2 Best Words for a Start-up Job Description Ever

    By Margaret Heffernan | Small Business

    Next time you write a job description, take this hint from a U.S. Army Green Beret.

    Last month I wrote a column about recruiting for start-ups. In it, I recounted my "green beret" speech, in which I warned aspiring employees just how tough an experience working at a new company can be.

    In response, I received a thought-provoking email from one reader, Alex Brown. He wrote:

    "As a former Green Beret Commander finishing up my MBA at Georgetown this spring I'm focusing on finding my place in the start-up community out in Boulder, Colorado. It's been a challenge to convey my comfort with discomfort, and my love of ambiguous environments. Funny enough "find work" was a common phrase that I heard and spoke throughout my Special Forces career."

    The 'Find Work' Mentality

    I love the "find work" phrase he uses to describe his proactive attitude about work. It encapsulates what every great employee does: rather than sit around and wait to be told what to do, actively scan the horizon searching for needs. I know I've been lucky to have worked alongside many such work finders; until now, I never fully appreciated that is what made them so great.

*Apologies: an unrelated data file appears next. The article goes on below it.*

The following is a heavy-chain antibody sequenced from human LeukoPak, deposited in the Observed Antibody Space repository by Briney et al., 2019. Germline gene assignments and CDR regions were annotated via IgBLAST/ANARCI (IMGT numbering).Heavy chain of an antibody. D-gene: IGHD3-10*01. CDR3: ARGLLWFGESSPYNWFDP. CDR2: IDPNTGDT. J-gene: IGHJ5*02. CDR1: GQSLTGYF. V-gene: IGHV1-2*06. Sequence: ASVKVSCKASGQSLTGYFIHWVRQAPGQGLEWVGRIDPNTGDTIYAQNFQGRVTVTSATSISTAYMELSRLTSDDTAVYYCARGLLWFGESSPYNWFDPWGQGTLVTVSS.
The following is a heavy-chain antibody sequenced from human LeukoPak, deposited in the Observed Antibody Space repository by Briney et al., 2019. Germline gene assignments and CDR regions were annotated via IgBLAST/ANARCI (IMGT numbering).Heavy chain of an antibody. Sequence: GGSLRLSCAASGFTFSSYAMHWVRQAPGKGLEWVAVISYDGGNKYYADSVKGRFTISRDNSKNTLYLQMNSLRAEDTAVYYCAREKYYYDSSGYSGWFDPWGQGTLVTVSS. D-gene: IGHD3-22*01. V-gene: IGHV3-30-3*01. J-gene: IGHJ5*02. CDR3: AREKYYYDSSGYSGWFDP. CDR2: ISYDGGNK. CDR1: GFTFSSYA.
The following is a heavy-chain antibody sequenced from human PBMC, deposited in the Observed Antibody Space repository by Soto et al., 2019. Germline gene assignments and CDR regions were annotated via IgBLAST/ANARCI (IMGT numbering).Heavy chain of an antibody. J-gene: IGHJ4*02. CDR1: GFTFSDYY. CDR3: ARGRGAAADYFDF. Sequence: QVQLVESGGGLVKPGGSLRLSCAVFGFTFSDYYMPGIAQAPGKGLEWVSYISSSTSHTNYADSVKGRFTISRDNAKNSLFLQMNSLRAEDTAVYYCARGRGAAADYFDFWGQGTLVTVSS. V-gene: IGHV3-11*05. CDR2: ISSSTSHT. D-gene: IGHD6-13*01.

This might be a valuable phrase to add to the job descriptions you write when you're hiring, if you use them. Another variant I've seen is: "If the ball's falling, catch it." The point is that in great companies, no one is waiting for instructions. Everyone is aware of what needs to be done and keen to do it--whatever "it" is. That the work is self-selected makes it more rewarding. And a workforce that looks for problems will always be smarter and more adroit than any leader or system can be.

    The alternative is to load people down with rules and assignments. This gets the work done but it won't give you the early warning system that the work finders provide.

    One Requirement of a Work-Finder Workforce

    That said, for a work-finder workforce to truly be effective, every single person has to appreciate the difference between real and unnecessary work. To be able to draw distinctions like that requires a clear strategy, crisply articulated. Which means, of course, that you had better have one.

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